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Mexico City’s metro celebrates its 50th Anniversary

9-car NC-82 type metro train on line 9, built by Bombardier in 1982 – 87 in Canada I Photo: UTM

Even the Google Doodle – that is how Google calls its’ logo is used to commemorate holidays, events, achievements, and notable historical figures – has been altered to Mexico’s metro iconography for its’ 50th birthday in Mexico. On 4 September 2019, the metro of Mexico City, became 50 years old. On this day in 1969, Mexico’s first 12.7 km metro line of the Sistema de Transporte Colectivo (STC) started operation between Chapultepec and Zaragoza. The metro was inaugurated by the then-president Gustavo Días Ordaz and the city’s mayor Alfonso Corona del Rosal who both took the inaugural train. Commercial operation started on 5 September 2019. The rolling stock was supplied by the then called French company Alsthom (today Alstom). The so-called pneumatic metro, MP68, was built in Paris and shipped to Mexico. Alsthom supplied a total of 60 trains between 1968 and 1970. Construction of Mexican rolling stock only started in 1972 by Concarril, today part of Bombardier Transportation.

The history of Mexico City’s metro

The main motivation for the construction of the metro in Mexico City was the massive population growth in the 1950’s and 1960’s. Mexico City used to have 540,000 inhabitants at the beginning of the 20th century. In 1953 the numbers rose to 3.5 million and in 1960 there were 4.5 million people living in the city. The existing tram, trolleybus and bus system were not sufficient to bear the transport demands and discussions to introduce a metro system started. In the beginning, the government was reluctant to implement a metro due to the geographical preconditions, leading regularly to strong earthquakes. After several technical studies, the Días Ordaz administration approved the metro plan and construction started in 1967. The first section of line 1 runs fully underground and has been built with the cut-and-cover method. During the construction phase of line 1 and the other metro lines, many Aztec monuments have been discovered in the grounds of Mexico City. This is not surprising as the city has been built by the Spaniard colonists on the grounds of the destroyed Aztec capital “Tenochtitlan”.

Mexico’s metro today

In the upcoming decades, Mexico’s metro has been widely extended. Today, STC, the metro administration, is operating a network of 200.8 km with 25.7 km of service track, summing up to a total of 226.5 km. Today, the network consists of 12 lines of which 10 lines are pneumatic lines (similar to the metros in Paris and Montréal), running on rubber tyres. The reasoning behind this was higher acceleration and better riding comfort. Only two lines, line A and line 12, are running on steel-wheels. An chronologic overview of all extensions can be found here: https://www.metro.cdmx.gob.mx/cronologia-del-metro

More than 5.5 million passengers are using the metro every day – making it one of the busiest metro network worldwide. The rolling stock consists in 3,333 metro cars which are coupled in six-, seven- and nine-car trains. CAF is currently delivery 16 new NM-16 trains, built in Mexico, which are operated on line 1. Further rolling stock investment is planned as the trains and operation are suffering from reliability and spare-parts issues.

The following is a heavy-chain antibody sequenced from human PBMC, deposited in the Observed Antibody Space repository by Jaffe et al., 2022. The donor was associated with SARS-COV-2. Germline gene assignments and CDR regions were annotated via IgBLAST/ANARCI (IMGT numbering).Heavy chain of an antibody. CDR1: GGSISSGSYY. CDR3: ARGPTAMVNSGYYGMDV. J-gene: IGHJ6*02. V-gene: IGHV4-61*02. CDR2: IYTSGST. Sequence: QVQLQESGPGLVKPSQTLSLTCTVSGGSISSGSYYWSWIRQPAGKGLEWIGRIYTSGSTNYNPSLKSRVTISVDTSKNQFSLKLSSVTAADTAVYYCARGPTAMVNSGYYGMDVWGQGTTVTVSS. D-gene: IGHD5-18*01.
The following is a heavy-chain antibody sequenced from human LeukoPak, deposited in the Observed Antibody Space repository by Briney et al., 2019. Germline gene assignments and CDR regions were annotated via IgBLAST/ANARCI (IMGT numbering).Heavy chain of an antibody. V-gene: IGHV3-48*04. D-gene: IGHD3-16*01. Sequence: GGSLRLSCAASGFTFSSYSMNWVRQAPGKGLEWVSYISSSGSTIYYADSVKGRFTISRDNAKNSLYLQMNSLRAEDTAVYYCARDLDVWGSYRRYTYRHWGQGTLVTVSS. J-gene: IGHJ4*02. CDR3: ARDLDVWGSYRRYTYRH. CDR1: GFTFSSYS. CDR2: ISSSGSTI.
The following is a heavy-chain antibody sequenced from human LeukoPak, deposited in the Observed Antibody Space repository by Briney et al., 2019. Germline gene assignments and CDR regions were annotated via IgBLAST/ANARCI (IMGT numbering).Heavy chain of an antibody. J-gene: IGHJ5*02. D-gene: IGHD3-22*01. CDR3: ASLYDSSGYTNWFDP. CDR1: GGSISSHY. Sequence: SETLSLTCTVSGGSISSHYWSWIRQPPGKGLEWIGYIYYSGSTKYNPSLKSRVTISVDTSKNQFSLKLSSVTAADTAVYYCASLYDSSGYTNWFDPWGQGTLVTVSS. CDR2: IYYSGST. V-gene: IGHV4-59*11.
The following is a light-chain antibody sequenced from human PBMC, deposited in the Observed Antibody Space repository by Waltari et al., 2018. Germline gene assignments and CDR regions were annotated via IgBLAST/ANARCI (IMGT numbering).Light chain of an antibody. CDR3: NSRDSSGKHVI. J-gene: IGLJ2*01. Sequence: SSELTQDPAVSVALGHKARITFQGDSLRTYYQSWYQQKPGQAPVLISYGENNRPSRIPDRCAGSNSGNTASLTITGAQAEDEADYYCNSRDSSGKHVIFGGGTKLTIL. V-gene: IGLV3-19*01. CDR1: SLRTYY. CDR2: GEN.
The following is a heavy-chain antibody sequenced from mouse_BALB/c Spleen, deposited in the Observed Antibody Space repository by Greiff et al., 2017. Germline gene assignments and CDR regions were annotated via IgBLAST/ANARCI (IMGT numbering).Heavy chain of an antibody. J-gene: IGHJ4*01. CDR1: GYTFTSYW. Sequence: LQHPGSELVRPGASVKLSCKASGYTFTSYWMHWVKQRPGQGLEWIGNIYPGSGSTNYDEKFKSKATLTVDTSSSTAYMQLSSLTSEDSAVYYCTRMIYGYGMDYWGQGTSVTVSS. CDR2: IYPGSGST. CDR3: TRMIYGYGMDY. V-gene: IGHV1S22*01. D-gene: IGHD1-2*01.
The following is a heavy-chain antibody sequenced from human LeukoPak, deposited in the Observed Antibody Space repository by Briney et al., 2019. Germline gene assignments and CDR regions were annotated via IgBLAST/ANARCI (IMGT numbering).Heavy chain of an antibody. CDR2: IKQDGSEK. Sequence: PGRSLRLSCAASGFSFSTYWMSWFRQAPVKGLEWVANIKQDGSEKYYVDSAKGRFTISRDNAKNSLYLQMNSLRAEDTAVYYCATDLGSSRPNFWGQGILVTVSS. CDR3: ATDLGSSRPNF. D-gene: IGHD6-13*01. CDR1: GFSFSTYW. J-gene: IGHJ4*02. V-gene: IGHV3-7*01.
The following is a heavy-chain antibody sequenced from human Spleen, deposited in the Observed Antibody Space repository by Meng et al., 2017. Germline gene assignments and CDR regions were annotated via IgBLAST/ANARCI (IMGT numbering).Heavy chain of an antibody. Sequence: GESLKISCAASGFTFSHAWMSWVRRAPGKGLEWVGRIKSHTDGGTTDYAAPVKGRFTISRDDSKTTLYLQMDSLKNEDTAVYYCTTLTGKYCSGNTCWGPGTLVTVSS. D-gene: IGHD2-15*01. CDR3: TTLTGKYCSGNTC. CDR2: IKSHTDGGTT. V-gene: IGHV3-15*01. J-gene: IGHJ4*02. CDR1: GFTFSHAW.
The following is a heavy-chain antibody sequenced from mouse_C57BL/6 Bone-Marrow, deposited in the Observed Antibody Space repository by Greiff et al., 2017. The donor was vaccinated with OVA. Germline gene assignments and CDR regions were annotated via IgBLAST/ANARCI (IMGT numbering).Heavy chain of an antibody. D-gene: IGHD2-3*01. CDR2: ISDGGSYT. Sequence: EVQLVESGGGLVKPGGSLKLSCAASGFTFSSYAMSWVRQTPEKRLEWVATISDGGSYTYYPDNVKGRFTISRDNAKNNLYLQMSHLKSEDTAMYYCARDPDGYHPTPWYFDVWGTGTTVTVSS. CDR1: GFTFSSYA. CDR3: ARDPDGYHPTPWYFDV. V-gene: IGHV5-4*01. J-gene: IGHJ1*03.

The metro’s symbols and iconography

Lance Wyman, a Canadian designer, developed a specific iconography and branding for the metro in 1968/67 which is still used today. First and foremost, each line has its’ specific colour. Most Mexicans refer to the pink and blue line, instead of saying “line 1” or “line 2”. Secondly, each station has been fitted with a specific symbol, representing the meaning of the station. By doing so, orientation for younger passengers, illiterates and foreigners is made much easier. And of course, the metro ride gets more fun.

Furthermore, the metro is also used as a space for historical and artistic installations. Several stations showcase archaeological findings of the Aztec times whereas other stations have been decorated with artistic and historical drawings. One of the metro entrances of the “Bellas Artes” station features a Paris-style Guimard entrance which is the result of the Mexican-French cooperation.

The Anniversary celebrations

The metro’s anniversary was accompanied by a number of cultural and historical events. In the city centre, several famous Mexican artist such as “La Sonora Dinamita”, “Santenera” and “Flor Amargo”. Several historical tours have been organised as well as short-film festival.

Critical voices

For many, the 50th birthday is also an occasion to look with a more critical eye at the current situation of the metro. The financial and technical situation of the metro is rather worrying after decades of underinvestment. Only ca. 73 % of the rolling stock is operational while the remainder is out of service. Apart from the 16 new CAF trains being delivered in 2019, the last large-scale fleet renewal took place in 2002 – 2006 with the delivery of the NM-02 fleet, built by Bombardier Transportation México and CAF. Stations, the infrastructure and signalling have not been modernised since decades, leading to congestion, overcrowding and low riding comfort – especially in the rush hour. According to media reports, the new government of Claudia Sheinbaum – elected in December 2018 – wants to further invest into Mexico’s metro.

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